Real Estate Research provides analysis of topical research and current issues in the fields of housing and real estate economics. Authors for the blog include the Atlanta Fed's Kristopher Gerardi, Carl Hudson, and analysts, as well as the Boston Fed's Christopher Foote and Paul Willen.

November 24, 2015

The Pass-Through of Monetary Policy

In the wake of the Great Recession, the Federal Reserve instituted three rounds of large-scale asset purchases (LSAPs) in 2008, 2010 and 2012, more commonly known as "quantitative easing 1" (QE1), "QE2" and "QE3." The objective of these interventions was to keep interest rates low in an attempt to stimulate household consumption and business investment.1

In the United States, housing is the single largest asset on the household balance sheet, accounting for 73 percent of nonfinancial assets for the average U.S. household and an even higher share for homeowners.2 Mortgage payments represent the largest class of household debt obligation.

Evidence of the effectiveness of the asset purchase programs on real economic activity has until recently been limited due to the lack of data and a credible identification strategy (by which we mean a way to separate the causal impact of the LSAPs on the economy from other government programs and market factors that were occurring at the same time). When we chart a timeline of the three LSAPs against the primary mortgage rate, we can see that the primary mortgage market rate effectively dropped below 6 percent when the Fed began buying $600 billion in mortgage-backed securities during QE1. Indeed, the rate dropped following each of the subsequent LSAPs.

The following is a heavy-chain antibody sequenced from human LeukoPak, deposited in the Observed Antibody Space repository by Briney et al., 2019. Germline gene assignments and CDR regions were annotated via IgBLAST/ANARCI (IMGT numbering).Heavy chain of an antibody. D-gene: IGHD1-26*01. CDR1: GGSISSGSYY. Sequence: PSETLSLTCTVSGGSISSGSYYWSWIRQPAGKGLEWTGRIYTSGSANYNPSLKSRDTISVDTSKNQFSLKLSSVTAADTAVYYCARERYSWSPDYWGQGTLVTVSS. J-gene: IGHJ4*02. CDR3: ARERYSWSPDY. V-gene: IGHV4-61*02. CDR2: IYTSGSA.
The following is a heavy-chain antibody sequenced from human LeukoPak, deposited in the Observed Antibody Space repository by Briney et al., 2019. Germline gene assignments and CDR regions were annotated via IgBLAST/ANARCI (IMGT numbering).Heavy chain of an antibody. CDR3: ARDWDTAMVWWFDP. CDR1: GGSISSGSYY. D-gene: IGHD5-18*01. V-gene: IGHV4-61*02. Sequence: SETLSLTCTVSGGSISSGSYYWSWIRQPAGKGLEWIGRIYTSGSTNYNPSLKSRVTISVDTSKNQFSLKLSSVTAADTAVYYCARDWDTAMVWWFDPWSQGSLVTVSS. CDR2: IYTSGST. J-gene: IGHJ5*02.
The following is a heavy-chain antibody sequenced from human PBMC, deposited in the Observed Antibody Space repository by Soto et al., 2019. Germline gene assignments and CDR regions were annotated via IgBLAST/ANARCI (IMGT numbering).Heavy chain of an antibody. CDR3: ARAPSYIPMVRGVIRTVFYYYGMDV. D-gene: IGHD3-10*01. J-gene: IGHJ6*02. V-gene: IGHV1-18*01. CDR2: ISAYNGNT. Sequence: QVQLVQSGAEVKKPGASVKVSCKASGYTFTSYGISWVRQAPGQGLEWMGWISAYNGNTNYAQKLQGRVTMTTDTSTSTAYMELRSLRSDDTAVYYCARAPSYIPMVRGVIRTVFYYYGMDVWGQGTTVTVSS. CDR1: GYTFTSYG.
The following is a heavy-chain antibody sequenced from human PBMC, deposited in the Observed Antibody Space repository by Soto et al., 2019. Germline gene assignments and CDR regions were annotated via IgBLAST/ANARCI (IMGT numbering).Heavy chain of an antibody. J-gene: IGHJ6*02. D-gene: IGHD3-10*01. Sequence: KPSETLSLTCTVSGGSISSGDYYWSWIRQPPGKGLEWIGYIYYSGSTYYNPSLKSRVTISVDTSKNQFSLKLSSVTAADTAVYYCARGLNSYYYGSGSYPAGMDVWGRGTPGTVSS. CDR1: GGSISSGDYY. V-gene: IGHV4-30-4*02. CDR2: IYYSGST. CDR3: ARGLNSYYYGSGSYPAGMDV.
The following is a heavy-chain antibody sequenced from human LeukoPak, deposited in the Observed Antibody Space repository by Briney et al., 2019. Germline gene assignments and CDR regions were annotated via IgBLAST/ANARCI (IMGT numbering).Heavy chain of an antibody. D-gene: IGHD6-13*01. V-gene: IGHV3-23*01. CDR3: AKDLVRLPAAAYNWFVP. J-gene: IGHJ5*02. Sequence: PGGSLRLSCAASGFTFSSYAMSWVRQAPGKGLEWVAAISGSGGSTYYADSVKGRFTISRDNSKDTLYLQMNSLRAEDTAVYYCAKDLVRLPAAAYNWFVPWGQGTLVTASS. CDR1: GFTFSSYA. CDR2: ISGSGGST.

Since 2009, a number of papers have been published that evaluate the effectiveness of the policy interventions through different transmission channels. One such paper (Keys, Piskorski, Seru, and Yao, 2014) reports on borrowers with adjustable-rate mortgages (ARMs) who automatically receive the benefits of lower interest rates with no frictions or transaction costs, unlike borrowers with fixed-rate mortgages (FRMs) who must refinance in order to take advantage of lower interest rates. The paper provides new evidence on the effectiveness of the LSAPs.